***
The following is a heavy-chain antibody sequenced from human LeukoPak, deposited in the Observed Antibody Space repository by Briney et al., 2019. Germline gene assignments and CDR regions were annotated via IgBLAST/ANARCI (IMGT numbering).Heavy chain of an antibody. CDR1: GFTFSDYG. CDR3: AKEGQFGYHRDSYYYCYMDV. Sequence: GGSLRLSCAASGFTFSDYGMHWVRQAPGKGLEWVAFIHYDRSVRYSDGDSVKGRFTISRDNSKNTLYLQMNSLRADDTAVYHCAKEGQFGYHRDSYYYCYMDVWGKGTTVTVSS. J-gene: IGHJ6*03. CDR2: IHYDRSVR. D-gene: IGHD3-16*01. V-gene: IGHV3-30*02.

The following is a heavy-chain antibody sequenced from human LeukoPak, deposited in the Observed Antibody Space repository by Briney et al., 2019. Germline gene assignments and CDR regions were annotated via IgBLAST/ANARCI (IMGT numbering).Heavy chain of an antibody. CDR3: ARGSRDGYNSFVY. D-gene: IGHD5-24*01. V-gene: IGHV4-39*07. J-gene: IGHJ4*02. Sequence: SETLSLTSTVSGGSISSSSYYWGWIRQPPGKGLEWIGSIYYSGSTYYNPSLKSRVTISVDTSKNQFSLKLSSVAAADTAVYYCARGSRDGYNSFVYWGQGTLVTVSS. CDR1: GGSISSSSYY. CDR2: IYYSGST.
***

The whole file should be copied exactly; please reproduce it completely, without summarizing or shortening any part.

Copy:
The following is a heavy-chain antibody sequenced from human LeukoPak, deposited in the Observed Antibody Space repository by Briney et al., 2019. Germline gene assignments and CDR regions were annotated via IgBLAST/ANARCI (IMGT numbering).Heavy chain of an antibody. CDR1: GFTFSDYG. CDR3: AKEGQFGYHRDSYYYCYMDV. Sequence: GGSLRLSCAASGFTFSDYGMHWVRQAPGKGLEWVAFIHYDRSVRYSDGDSVKGRFTISRDNSKNTLYLQMNSLRADDTAVYHCAKEGQFGYHRDSYYYCYMDVWGKGTTVTVSS. J-gene: IGHJ6*03. CDR2: IHYDRSVR. D-gene: IGHD3-16*01. V-gene: IGHV3-30*02.

The following is a heavy-chain antibody sequenced from human LeukoPak, deposited in the Observed Antibody Space repository by Briney et al., 2019. Germline gene assignments and CDR regions were annotated via IgBLAST/ANARCI (IMGT numbering).Heavy chain of an antibody. CDR3: ARGSRDGYNSFVY. D-gene: IGHD5-24*01. V-gene: IGHV4-39*07. J-gene: IGHJ4*02. Sequence: SETLSLTSTVSGGSISSSSYYWGWIRQPPGKGLEWIGSIYYSGSTYYNPSLKSRVTISVDTSKNQFSLKLSSVAAADTAVYYCARGSRDGYNSFVYWGQGTLVTVSS. CDR1: GGSISSSSYY. CDR2: IYYSGST.